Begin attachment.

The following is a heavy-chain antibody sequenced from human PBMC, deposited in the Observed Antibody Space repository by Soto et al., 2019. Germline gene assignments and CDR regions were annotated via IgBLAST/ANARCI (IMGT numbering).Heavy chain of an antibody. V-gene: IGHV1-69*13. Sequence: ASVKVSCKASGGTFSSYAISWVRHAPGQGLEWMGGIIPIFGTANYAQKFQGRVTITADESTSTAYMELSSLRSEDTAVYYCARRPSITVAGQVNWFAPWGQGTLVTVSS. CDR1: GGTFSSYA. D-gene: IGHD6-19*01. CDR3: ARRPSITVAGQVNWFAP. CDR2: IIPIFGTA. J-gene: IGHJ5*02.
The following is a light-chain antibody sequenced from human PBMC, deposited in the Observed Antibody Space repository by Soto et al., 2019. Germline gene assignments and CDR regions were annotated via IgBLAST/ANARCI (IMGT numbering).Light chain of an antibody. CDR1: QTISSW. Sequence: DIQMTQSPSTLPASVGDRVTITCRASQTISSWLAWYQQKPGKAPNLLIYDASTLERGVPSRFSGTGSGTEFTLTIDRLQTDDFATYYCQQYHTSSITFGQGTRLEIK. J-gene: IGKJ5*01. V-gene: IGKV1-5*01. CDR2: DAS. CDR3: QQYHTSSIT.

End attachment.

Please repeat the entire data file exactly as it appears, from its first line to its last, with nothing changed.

The following is a heavy-chain antibody sequenced from human PBMC, deposited in the Observed Antibody Space repository by Soto et al., 2019. Germline gene assignments and CDR regions were annotated via IgBLAST/ANARCI (IMGT numbering).Heavy chain of an antibody. V-gene: IGHV1-69*13. Sequence: ASVKVSCKASGGTFSSYAISWVRHAPGQGLEWMGGIIPIFGTANYAQKFQGRVTITADESTSTAYMELSSLRSEDTAVYYCARRPSITVAGQVNWFAPWGQGTLVTVSS. CDR1: GGTFSSYA. D-gene: IGHD6-19*01. CDR3: ARRPSITVAGQVNWFAP. CDR2: IIPIFGTA. J-gene: IGHJ5*02.
The following is a light-chain antibody sequenced from human PBMC, deposited in the Observed Antibody Space repository by Soto et al., 2019. Germline gene assignments and CDR regions were annotated via IgBLAST/ANARCI (IMGT numbering).Light chain of an antibody. CDR1: QTISSW. Sequence: DIQMTQSPSTLPASVGDRVTITCRASQTISSWLAWYQQKPGKAPNLLIYDASTLERGVPSRFSGTGSGTEFTLTIDRLQTDDFATYYCQQYHTSSITFGQGTRLEIK. J-gene: IGKJ5*01. V-gene: IGKV1-5*01. CDR2: DAS. CDR3: QQYHTSSIT.